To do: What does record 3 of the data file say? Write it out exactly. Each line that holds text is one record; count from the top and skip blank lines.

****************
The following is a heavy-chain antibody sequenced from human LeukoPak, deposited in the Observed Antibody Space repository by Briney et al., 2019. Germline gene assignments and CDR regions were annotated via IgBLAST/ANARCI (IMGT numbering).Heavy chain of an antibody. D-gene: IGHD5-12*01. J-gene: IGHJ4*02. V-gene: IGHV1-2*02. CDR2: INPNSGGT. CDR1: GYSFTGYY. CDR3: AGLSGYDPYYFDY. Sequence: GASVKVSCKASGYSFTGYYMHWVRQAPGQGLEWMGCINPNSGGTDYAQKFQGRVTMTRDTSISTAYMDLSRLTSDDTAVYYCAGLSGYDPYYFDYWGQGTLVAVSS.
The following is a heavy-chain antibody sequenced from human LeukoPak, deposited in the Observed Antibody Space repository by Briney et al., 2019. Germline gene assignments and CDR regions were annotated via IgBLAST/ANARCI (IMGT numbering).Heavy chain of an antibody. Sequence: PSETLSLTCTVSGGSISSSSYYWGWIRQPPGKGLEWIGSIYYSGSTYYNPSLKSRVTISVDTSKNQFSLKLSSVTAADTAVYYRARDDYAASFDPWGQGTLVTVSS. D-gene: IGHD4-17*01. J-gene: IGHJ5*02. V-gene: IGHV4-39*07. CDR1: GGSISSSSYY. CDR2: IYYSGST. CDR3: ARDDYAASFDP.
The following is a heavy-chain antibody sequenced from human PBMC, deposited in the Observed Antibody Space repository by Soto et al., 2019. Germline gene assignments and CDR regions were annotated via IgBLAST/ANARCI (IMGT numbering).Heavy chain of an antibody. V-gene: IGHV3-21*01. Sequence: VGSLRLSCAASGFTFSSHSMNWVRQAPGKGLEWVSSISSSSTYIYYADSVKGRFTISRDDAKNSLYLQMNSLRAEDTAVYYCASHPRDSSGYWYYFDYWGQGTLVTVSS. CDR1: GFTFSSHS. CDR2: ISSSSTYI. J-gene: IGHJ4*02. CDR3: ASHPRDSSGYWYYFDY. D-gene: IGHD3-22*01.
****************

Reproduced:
The following is a heavy-chain antibody sequenced from human PBMC, deposited in the Observed Antibody Space repository by Soto et al., 2019. Germline gene assignments and CDR regions were annotated via IgBLAST/ANARCI (IMGT numbering).Heavy chain of an antibody. V-gene: IGHV3-21*01. Sequence: VGSLRLSCAASGFTFSSHSMNWVRQAPGKGLEWVSSISSSSTYIYYADSVKGRFTISRDDAKNSLYLQMNSLRAEDTAVYYCASHPRDSSGYWYYFDYWGQGTLVTVSS. CDR1: GFTFSSHS. CDR2: ISSSSTYI. J-gene: IGHJ4*02. CDR3: ASHPRDSSGYWYYFDY. D-gene: IGHD3-22*01.